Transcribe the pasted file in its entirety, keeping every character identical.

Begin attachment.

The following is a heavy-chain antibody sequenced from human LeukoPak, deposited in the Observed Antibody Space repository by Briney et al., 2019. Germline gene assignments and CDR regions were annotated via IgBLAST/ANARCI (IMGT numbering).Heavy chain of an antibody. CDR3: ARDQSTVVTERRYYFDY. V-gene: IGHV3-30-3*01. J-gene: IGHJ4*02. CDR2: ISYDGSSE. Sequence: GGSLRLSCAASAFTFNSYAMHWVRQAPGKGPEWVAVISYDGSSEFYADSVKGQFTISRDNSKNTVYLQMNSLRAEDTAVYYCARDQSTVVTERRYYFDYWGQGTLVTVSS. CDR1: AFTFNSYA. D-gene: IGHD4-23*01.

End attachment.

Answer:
The following is a heavy-chain antibody sequenced from human LeukoPak, deposited in the Observed Antibody Space repository by Briney et al., 2019. Germline gene assignments and CDR regions were annotated via IgBLAST/ANARCI (IMGT numbering).Heavy chain of an antibody. CDR3: ARDQSTVVTERRYYFDY. V-gene: IGHV3-30-3*01. J-gene: IGHJ4*02. CDR2: ISYDGSSE. Sequence: GGSLRLSCAASAFTFNSYAMHWVRQAPGKGPEWVAVISYDGSSEFYADSVKGQFTISRDNSKNTVYLQMNSLRAEDTAVYYCARDQSTVVTERRYYFDYWGQGTLVTVSS. CDR1: AFTFNSYA. D-gene: IGHD4-23*01.